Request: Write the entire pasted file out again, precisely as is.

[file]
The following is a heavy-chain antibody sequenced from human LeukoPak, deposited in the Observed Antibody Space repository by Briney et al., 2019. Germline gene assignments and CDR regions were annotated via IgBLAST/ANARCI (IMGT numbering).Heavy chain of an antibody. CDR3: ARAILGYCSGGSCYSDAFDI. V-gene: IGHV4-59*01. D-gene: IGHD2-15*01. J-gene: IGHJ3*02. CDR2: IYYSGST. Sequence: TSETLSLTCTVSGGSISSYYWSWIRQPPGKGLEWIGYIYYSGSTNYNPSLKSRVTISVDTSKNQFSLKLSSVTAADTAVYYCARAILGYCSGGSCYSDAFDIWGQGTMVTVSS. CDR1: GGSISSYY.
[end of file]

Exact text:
The following is a heavy-chain antibody sequenced from human LeukoPak, deposited in the Observed Antibody Space repository by Briney et al., 2019. Germline gene assignments and CDR regions were annotated via IgBLAST/ANARCI (IMGT numbering).Heavy chain of an antibody. CDR3: ARAILGYCSGGSCYSDAFDI. V-gene: IGHV4-59*01. D-gene: IGHD2-15*01. J-gene: IGHJ3*02. CDR2: IYYSGST. Sequence: TSETLSLTCTVSGGSISSYYWSWIRQPPGKGLEWIGYIYYSGSTNYNPSLKSRVTISVDTSKNQFSLKLSSVTAADTAVYYCARAILGYCSGGSCYSDAFDIWGQGTMVTVSS. CDR1: GGSISSYY.